It’s coming. Can you feel it? Yep . . . the chaos known as state testing season is nearly upon us. But, don’t let your blood pressure peg just yet. You have time to prep your students in the written response department a bit more. And, we are here to help!
THE RESPONDING TO TEXT SHIFT
When Common Core came to California, my school scrambled to find valid resources to meet the new requirements. However, this wasn’t the only major change. The state tests that rolled out following the adoption of Common Core were (and still are) absolutely brutal. It was only recently that this primary teacher actually sat down to look at the CAASPP (California Assessment of Student Performance and Progress). I took a practice version and I experienced text anxiety at the ripe old age of 37. I felt such empathy for our students and all of my co-workers in the testing trenches.
A huge shift had occurred right under my nose. The days of simple prompt writing are LONG gone. Relying on background knowledge is no longer the name of the game. Now it’s all about reading and comprehending two or three complex articles. Students are then expected to locate detailed examples in these articles and use it to answer intense text-based questions.
I know what you’re thinking. Tackling this shift seems simple enough. Mmmmm . . . maybe for some. However, most districts forgot important pieces of the puzzle when adopting new curriculum a few years back. What is this missing piece you ask? Grade-level appropriate texts that provide relevant practice opportunities are NOT easy to come by. Most districts didn’t help look for or create such paired passage work. Consequently, this burden was passed on to the teachers. #umthanks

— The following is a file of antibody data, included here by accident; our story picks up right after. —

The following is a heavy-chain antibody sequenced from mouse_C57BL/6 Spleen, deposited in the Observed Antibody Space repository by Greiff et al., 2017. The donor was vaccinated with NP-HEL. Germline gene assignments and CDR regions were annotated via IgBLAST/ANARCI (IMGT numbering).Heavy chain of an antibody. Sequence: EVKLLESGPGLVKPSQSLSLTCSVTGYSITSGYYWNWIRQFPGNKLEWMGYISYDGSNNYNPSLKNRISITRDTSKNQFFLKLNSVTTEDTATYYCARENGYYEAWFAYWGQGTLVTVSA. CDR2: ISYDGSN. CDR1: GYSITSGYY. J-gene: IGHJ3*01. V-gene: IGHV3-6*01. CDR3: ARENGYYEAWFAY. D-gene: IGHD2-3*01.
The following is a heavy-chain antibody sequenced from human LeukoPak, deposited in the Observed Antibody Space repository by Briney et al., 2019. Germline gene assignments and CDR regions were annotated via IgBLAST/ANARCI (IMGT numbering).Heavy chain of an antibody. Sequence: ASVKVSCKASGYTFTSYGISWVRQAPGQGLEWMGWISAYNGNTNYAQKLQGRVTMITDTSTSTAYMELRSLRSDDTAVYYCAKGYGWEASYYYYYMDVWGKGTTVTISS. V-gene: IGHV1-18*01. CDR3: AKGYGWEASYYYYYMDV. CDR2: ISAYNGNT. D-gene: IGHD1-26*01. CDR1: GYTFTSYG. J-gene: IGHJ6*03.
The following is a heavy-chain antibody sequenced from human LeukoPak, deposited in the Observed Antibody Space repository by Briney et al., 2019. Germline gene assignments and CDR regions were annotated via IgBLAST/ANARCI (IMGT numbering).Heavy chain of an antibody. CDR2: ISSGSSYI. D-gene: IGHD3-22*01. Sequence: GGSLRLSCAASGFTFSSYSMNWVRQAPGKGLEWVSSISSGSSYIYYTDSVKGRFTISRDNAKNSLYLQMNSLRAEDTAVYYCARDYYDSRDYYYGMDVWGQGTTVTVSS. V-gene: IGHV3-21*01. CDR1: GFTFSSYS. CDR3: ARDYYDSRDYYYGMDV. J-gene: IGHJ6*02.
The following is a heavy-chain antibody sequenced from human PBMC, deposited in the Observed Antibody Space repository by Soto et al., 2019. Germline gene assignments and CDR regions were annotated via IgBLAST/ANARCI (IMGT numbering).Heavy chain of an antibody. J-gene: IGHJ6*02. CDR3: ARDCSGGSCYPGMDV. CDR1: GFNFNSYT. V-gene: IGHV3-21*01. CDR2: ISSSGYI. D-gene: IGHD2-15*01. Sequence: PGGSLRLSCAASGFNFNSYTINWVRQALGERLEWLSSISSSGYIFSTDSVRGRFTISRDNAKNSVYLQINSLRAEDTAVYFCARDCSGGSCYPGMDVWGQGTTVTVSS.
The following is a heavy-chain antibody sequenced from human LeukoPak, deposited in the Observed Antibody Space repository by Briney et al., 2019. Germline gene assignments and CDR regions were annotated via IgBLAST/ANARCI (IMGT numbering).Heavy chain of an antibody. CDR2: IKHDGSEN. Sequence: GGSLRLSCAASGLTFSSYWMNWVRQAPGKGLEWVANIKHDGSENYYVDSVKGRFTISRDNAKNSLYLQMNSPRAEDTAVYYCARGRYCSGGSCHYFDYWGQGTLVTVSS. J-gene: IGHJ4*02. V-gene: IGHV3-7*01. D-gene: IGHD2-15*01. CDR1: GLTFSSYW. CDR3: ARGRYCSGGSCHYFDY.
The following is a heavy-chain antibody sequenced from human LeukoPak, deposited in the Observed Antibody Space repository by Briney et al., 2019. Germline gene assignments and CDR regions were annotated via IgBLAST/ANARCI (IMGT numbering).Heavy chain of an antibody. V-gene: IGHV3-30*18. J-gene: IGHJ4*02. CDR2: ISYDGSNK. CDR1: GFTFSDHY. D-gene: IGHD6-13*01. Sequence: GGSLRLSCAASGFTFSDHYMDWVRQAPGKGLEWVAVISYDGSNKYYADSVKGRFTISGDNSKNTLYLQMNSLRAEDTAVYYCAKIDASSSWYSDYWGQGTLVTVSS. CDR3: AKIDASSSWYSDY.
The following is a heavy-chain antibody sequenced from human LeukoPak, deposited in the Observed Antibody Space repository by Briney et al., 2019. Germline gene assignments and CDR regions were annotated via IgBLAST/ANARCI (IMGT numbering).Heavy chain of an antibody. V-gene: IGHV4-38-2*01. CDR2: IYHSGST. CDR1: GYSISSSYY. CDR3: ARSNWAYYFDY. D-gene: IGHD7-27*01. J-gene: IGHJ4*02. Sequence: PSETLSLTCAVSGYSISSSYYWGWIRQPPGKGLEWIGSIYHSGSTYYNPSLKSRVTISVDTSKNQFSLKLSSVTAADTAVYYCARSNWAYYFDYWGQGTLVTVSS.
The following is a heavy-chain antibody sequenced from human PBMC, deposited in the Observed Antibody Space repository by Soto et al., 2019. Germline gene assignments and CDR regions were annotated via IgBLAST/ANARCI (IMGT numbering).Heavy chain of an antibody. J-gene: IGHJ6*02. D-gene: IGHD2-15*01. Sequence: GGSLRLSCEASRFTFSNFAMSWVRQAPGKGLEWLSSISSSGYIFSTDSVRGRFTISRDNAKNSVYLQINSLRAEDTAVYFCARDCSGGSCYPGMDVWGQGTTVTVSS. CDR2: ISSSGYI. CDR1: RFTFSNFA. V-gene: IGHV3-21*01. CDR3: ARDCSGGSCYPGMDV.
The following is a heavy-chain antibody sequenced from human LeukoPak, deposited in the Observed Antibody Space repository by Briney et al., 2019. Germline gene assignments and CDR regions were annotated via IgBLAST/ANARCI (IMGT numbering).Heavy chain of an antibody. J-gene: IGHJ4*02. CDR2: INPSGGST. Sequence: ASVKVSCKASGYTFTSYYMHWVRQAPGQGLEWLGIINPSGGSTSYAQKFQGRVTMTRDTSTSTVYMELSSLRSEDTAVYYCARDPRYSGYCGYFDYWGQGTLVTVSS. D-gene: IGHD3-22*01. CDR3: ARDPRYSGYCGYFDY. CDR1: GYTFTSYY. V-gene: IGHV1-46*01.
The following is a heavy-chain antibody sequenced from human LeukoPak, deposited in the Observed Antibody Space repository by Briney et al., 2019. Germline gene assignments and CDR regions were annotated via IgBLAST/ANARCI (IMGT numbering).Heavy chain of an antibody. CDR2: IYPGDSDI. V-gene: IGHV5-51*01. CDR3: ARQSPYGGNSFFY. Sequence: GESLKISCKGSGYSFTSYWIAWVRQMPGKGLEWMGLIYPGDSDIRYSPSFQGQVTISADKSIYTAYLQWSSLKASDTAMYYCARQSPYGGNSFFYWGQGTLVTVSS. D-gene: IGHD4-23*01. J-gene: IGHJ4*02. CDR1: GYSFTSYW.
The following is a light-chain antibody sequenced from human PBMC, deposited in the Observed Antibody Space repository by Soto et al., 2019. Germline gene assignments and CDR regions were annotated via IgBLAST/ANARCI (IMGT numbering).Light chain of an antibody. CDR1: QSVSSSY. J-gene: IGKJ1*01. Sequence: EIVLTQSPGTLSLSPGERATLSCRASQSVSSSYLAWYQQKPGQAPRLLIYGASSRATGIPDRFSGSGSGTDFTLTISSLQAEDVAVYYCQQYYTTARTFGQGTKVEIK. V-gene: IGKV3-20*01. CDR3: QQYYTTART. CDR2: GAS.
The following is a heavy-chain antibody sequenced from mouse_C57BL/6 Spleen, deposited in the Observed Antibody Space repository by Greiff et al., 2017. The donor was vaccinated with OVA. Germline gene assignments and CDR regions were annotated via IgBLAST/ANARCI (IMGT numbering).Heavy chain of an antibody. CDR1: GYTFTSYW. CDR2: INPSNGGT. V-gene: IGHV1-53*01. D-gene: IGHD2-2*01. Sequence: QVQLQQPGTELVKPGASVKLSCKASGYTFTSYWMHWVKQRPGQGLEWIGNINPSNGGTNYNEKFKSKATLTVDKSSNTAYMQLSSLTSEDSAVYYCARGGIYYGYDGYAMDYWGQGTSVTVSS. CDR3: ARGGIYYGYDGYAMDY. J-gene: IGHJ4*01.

Although this first grade teacher was spared in this hot mess of new test prep, I watched my 3rd-5th grade teaching besties struggle to locate quality paired passages. But, the pressure didn’t stop here. These lovely ladies also had to plan out lessons that directly taught the new responding to text processes.
A RESPONDING TO TEXT SOLUTION
As I shifted out of the classroom and into a teacher on assignment role this year, writing became my area of focus. All of those years that I witnessed my best pals fight to find and plan rich text response opportunities for upper elementary students, stuck with me. I wanted to help in some way, but I didn’t know where to begin. Back in November, I began talking to an old blogging buddy of mine who had similar concerns for her Florida co-workers. That’s when it clicked. Why not join forces to create a system that provided appropriate material AND directly taught the writing process?